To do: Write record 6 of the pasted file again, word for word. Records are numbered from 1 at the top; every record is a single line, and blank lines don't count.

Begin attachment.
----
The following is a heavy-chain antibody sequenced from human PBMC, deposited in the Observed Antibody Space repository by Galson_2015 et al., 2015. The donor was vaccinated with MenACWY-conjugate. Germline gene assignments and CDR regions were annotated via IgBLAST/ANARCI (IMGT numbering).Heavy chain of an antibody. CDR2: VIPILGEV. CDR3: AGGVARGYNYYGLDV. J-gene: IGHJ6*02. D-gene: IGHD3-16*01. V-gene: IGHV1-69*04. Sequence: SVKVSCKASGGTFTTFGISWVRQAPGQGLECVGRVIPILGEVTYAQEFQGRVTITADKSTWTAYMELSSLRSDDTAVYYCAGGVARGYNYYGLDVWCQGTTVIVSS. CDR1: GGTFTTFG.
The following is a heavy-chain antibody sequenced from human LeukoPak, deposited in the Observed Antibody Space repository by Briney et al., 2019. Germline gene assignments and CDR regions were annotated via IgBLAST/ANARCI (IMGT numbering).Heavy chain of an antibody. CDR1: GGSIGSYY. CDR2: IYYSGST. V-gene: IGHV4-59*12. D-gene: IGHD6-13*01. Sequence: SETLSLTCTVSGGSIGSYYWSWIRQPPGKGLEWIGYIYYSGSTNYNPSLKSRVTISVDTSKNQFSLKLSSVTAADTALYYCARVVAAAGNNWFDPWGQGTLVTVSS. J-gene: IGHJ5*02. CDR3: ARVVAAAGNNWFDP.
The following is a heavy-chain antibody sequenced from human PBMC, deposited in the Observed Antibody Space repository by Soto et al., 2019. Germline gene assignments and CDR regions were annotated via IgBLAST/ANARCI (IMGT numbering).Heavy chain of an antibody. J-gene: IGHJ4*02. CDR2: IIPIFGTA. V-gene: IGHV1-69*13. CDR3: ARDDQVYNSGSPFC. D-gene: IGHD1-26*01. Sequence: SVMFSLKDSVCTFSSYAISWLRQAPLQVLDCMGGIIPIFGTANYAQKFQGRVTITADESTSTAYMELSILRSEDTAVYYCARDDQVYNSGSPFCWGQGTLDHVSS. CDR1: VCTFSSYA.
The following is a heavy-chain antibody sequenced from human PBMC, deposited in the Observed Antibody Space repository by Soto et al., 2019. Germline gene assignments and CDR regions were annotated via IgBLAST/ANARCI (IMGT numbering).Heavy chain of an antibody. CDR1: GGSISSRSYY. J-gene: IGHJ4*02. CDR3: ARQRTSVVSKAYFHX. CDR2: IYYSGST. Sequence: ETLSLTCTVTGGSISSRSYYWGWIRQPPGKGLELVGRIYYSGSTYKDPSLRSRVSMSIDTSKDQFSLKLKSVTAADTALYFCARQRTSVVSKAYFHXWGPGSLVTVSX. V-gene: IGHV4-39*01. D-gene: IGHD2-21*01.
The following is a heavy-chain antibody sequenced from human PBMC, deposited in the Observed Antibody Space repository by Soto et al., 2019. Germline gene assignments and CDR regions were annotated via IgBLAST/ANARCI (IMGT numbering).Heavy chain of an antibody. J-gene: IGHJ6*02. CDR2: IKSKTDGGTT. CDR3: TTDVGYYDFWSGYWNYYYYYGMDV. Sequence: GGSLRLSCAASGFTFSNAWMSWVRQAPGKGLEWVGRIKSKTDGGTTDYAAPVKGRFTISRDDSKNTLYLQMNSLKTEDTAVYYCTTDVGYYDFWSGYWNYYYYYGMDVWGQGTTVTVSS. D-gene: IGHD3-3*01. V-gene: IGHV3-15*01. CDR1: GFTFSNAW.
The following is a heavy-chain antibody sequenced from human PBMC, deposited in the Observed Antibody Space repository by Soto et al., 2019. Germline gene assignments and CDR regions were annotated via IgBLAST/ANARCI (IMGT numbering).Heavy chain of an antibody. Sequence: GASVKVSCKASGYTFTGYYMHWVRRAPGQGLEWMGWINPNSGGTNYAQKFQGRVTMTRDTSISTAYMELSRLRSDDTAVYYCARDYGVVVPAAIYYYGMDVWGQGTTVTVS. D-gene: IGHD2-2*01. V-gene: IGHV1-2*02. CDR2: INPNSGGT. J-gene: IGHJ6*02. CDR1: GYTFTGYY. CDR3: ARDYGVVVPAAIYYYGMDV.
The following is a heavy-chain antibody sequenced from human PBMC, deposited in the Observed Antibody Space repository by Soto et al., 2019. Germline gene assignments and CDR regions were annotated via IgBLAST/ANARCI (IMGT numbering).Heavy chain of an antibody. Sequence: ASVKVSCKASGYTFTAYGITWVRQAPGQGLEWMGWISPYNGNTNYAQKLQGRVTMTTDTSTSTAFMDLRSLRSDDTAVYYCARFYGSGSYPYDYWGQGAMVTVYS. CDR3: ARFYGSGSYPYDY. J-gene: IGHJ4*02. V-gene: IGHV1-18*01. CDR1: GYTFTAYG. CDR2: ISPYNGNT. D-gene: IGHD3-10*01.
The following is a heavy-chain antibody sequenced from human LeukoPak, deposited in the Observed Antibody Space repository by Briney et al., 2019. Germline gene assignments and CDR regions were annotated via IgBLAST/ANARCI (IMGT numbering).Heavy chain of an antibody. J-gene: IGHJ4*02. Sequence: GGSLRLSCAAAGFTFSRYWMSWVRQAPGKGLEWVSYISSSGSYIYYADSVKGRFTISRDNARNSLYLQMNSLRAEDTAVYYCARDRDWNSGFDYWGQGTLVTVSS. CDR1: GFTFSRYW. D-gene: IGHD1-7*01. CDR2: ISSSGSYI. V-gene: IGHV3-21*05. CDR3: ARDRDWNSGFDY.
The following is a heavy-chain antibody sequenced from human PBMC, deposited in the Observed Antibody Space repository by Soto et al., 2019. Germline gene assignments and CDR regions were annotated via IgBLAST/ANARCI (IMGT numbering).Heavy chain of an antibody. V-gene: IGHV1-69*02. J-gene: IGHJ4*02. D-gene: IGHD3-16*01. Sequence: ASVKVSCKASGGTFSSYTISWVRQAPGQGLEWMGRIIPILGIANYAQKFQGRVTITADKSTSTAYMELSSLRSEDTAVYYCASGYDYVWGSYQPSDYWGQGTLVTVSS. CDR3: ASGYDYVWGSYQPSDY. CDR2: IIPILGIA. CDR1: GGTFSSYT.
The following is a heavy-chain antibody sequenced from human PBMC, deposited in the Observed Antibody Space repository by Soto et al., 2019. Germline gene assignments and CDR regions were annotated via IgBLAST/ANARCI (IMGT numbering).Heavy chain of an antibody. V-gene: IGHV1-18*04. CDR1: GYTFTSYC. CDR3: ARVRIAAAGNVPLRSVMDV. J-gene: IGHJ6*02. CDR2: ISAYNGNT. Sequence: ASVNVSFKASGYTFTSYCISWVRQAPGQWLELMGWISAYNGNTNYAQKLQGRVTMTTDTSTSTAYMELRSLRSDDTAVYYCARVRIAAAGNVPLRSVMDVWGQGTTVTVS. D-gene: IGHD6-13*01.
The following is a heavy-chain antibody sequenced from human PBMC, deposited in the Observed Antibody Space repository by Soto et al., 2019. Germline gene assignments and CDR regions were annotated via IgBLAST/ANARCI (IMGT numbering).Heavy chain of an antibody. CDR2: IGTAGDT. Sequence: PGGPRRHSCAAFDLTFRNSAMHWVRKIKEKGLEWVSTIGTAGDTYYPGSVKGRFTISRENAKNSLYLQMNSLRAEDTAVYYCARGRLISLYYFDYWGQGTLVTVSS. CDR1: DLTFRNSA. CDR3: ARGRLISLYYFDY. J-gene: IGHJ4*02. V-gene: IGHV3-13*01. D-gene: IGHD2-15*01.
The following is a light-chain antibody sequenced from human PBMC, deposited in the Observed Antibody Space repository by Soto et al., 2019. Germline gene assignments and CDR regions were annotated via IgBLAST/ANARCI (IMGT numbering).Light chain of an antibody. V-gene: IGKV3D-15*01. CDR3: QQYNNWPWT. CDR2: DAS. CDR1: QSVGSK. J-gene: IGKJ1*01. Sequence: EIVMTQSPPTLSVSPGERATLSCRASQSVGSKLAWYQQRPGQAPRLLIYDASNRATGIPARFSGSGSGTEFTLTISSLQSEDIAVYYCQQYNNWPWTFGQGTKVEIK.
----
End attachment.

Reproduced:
The following is a heavy-chain antibody sequenced from human PBMC, deposited in the Observed Antibody Space repository by Soto et al., 2019. Germline gene assignments and CDR regions were annotated via IgBLAST/ANARCI (IMGT numbering).Heavy chain of an antibody. Sequence: GASVKVSCKASGYTFTGYYMHWVRRAPGQGLEWMGWINPNSGGTNYAQKFQGRVTMTRDTSISTAYMELSRLRSDDTAVYYCARDYGVVVPAAIYYYGMDVWGQGTTVTVS. D-gene: IGHD2-2*01. V-gene: IGHV1-2*02. CDR2: INPNSGGT. J-gene: IGHJ6*02. CDR1: GYTFTGYY. CDR3: ARDYGVVVPAAIYYYGMDV.